You know the phrase, "Milk does a body good"? Well, it seems there may be something to that saying. A new study released this week has shown that dairy milk may affects a child's height. Kids who drink cow's milk are slightly taller than their friends who drink milk substitutes.
A study published Wednesday in the American Journal of Clinical Nutrition found that children who drank cow's milk gained, on average, about a sixth of an inch (or 0.4 centimeters) in height for every cup consumed. In other words, if a 3-year-old kid drank three cups of a milk alternative such as almond milk or soy milk, they would be over half an inch shorter than their cow milk-drinking peer, the findings show.
"Not a tiny difference when you're 3 years old," pediatrician Dr. Jonathan Maguire, the study's lead author, told CNN. Researchers analyzed cross-sectional data of more than 5,000 Canadian children ages 2 to 6 years old.
This isn't the first study to look at the correlation between height and consumption of cow's milk. Research published in 2004 in the American Journal of Clinical Nutrition found that kids who drank a high amount of dairy milk were taller by nearly an inch (or 2.5 centimeters).
Both studies suggest that cow's milk have components that stimulate growth that are missing in plant-based milks, Dairy milk contains calcium, which has been linked to improved bone health. Cow's milk also stimulates insulin-like growth factor better than plant-based substitutes like almond or rice milk, according to CNN. The study suggests the difference in height could be attributed to the disparity in IGF production.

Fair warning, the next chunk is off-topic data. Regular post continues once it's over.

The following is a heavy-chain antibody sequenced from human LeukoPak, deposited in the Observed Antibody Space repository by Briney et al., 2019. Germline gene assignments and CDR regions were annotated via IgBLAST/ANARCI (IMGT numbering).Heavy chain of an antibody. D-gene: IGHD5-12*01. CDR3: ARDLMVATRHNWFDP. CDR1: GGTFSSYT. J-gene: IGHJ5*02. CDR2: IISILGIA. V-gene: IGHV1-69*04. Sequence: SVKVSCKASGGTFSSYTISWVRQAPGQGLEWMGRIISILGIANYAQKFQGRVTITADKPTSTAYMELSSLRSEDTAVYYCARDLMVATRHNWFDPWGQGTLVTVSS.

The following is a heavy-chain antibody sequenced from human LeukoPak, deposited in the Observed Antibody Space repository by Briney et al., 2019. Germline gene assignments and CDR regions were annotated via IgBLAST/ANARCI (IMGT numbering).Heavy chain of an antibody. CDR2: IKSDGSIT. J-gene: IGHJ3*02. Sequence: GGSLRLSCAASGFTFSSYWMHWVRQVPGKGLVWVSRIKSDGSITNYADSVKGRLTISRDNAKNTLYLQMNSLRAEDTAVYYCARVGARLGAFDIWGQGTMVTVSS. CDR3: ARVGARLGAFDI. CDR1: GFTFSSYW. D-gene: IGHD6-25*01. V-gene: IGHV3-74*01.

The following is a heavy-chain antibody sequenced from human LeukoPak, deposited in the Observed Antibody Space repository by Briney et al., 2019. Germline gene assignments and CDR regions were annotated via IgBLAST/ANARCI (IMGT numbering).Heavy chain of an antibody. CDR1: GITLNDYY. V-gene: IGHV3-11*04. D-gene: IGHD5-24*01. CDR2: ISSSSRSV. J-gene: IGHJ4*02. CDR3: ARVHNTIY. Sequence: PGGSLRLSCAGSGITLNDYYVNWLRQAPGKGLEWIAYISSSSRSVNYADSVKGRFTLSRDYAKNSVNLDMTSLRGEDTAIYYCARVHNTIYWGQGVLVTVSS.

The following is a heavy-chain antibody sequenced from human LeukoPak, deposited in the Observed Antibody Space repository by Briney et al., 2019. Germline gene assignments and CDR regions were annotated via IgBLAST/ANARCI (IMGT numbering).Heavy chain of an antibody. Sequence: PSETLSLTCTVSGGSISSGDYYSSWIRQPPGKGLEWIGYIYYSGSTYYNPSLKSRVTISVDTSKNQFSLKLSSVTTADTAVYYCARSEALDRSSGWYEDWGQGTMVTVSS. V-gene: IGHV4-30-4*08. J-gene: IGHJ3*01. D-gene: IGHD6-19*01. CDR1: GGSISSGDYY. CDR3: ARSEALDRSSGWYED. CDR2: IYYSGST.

Of course, these new findings do not mean children who drink cow's milk are healthier than their peers who consume milk substitutes. According to Harvard School of Public Health, cow's milk is high in saturated fat, can cause stomach and intestinal issues, and has been linked to possible increased risks in prostate and ovarian cancers. Plus, plant-based milks contain many of the vital nutrients found in cow's milk like calcium, potassium, magnesium, and protein.
My family and I drink cow's milk (fat free, thank you), so I am glad to know that there's an added benefit for my kid. But for all its benefits, cow's milk does have its cons, so these findings shouldn't sway parents to abandon or change their dietary habits. As the study suggests, more research is needed to better understand this connection between height and consumption of milk alternatives.